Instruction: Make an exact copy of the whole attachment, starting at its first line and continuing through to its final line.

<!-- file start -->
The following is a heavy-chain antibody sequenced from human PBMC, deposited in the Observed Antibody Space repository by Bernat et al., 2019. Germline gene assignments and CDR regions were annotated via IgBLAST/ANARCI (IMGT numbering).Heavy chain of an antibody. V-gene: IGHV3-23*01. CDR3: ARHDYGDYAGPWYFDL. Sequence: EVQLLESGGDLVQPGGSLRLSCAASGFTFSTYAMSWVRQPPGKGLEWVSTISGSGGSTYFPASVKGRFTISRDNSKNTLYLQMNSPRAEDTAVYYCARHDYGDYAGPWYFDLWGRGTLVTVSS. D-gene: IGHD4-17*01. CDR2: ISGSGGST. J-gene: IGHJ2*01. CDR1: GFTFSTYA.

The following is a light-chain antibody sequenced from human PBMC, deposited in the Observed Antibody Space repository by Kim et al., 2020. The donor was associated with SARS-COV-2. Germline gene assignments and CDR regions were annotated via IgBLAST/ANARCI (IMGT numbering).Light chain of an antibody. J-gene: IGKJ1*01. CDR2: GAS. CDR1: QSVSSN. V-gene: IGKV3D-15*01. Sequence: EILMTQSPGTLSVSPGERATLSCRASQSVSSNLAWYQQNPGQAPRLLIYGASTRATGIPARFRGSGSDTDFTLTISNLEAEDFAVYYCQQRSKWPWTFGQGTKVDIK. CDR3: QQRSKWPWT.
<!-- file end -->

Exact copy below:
The following is a heavy-chain antibody sequenced from human PBMC, deposited in the Observed Antibody Space repository by Bernat et al., 2019. Germline gene assignments and CDR regions were annotated via IgBLAST/ANARCI (IMGT numbering).Heavy chain of an antibody. V-gene: IGHV3-23*01. CDR3: ARHDYGDYAGPWYFDL. Sequence: EVQLLESGGDLVQPGGSLRLSCAASGFTFSTYAMSWVRQPPGKGLEWVSTISGSGGSTYFPASVKGRFTISRDNSKNTLYLQMNSPRAEDTAVYYCARHDYGDYAGPWYFDLWGRGTLVTVSS. D-gene: IGHD4-17*01. CDR2: ISGSGGST. J-gene: IGHJ2*01. CDR1: GFTFSTYA.

The following is a light-chain antibody sequenced from human PBMC, deposited in the Observed Antibody Space repository by Kim et al., 2020. The donor was associated with SARS-COV-2. Germline gene assignments and CDR regions were annotated via IgBLAST/ANARCI (IMGT numbering).Light chain of an antibody. J-gene: IGKJ1*01. CDR2: GAS. CDR1: QSVSSN. V-gene: IGKV3D-15*01. Sequence: EILMTQSPGTLSVSPGERATLSCRASQSVSSNLAWYQQNPGQAPRLLIYGASTRATGIPARFRGSGSDTDFTLTISNLEAEDFAVYYCQQRSKWPWTFGQGTKVDIK. CDR3: QQRSKWPWT.